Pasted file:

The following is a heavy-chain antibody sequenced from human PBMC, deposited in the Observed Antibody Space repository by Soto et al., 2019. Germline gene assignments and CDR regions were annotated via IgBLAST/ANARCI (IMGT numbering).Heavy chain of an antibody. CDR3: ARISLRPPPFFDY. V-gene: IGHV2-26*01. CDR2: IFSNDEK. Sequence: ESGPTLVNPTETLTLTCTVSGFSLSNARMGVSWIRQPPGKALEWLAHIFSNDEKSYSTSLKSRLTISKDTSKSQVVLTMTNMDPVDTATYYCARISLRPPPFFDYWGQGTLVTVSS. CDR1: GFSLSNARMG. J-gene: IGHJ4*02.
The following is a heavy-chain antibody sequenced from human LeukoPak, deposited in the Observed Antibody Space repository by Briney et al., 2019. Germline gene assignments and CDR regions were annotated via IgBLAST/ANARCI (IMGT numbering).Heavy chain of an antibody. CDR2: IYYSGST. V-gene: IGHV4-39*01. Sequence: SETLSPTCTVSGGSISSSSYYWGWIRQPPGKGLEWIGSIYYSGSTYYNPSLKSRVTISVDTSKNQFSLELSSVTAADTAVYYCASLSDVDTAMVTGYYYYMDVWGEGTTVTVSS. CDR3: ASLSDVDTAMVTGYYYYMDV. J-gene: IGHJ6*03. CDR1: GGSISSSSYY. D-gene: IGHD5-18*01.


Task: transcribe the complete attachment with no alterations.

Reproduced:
The following is a heavy-chain antibody sequenced from human PBMC, deposited in the Observed Antibody Space repository by Soto et al., 2019. Germline gene assignments and CDR regions were annotated via IgBLAST/ANARCI (IMGT numbering).Heavy chain of an antibody. CDR3: ARISLRPPPFFDY. V-gene: IGHV2-26*01. CDR2: IFSNDEK. Sequence: ESGPTLVNPTETLTLTCTVSGFSLSNARMGVSWIRQPPGKALEWLAHIFSNDEKSYSTSLKSRLTISKDTSKSQVVLTMTNMDPVDTATYYCARISLRPPPFFDYWGQGTLVTVSS. CDR1: GFSLSNARMG. J-gene: IGHJ4*02.
The following is a heavy-chain antibody sequenced from human LeukoPak, deposited in the Observed Antibody Space repository by Briney et al., 2019. Germline gene assignments and CDR regions were annotated via IgBLAST/ANARCI (IMGT numbering).Heavy chain of an antibody. CDR2: IYYSGST. V-gene: IGHV4-39*01. Sequence: SETLSPTCTVSGGSISSSSYYWGWIRQPPGKGLEWIGSIYYSGSTYYNPSLKSRVTISVDTSKNQFSLELSSVTAADTAVYYCASLSDVDTAMVTGYYYYMDVWGEGTTVTVSS. CDR3: ASLSDVDTAMVTGYYYYMDV. J-gene: IGHJ6*03. CDR1: GGSISSSSYY. D-gene: IGHD5-18*01.